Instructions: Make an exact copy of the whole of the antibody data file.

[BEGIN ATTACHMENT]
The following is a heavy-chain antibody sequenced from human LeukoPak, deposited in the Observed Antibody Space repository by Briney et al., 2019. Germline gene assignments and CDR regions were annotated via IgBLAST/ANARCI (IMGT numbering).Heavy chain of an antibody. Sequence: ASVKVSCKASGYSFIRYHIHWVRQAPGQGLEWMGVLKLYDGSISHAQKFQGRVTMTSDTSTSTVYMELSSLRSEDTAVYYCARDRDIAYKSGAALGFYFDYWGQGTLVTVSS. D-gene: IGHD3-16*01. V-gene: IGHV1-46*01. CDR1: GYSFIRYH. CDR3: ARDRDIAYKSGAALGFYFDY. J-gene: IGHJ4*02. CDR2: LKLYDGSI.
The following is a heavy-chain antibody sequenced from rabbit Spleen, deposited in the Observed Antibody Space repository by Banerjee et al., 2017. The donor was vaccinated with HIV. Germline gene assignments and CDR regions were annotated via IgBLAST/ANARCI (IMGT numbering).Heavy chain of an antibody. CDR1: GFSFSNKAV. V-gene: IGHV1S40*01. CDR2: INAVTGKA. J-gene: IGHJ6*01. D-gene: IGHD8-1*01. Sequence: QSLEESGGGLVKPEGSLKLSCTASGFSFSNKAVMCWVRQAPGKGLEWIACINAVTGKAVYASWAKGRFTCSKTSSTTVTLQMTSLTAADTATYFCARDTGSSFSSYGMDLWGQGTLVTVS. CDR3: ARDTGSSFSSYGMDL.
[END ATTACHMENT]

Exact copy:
The following is a heavy-chain antibody sequenced from human LeukoPak, deposited in the Observed Antibody Space repository by Briney et al., 2019. Germline gene assignments and CDR regions were annotated via IgBLAST/ANARCI (IMGT numbering).Heavy chain of an antibody. Sequence: ASVKVSCKASGYSFIRYHIHWVRQAPGQGLEWMGVLKLYDGSISHAQKFQGRVTMTSDTSTSTVYMELSSLRSEDTAVYYCARDRDIAYKSGAALGFYFDYWGQGTLVTVSS. D-gene: IGHD3-16*01. V-gene: IGHV1-46*01. CDR1: GYSFIRYH. CDR3: ARDRDIAYKSGAALGFYFDY. J-gene: IGHJ4*02. CDR2: LKLYDGSI.
The following is a heavy-chain antibody sequenced from rabbit Spleen, deposited in the Observed Antibody Space repository by Banerjee et al., 2017. The donor was vaccinated with HIV. Germline gene assignments and CDR regions were annotated via IgBLAST/ANARCI (IMGT numbering).Heavy chain of an antibody. CDR1: GFSFSNKAV. V-gene: IGHV1S40*01. CDR2: INAVTGKA. J-gene: IGHJ6*01. D-gene: IGHD8-1*01. Sequence: QSLEESGGGLVKPEGSLKLSCTASGFSFSNKAVMCWVRQAPGKGLEWIACINAVTGKAVYASWAKGRFTCSKTSSTTVTLQMTSLTAADTATYFCARDTGSSFSSYGMDLWGQGTLVTVS. CDR3: ARDTGSSFSSYGMDL.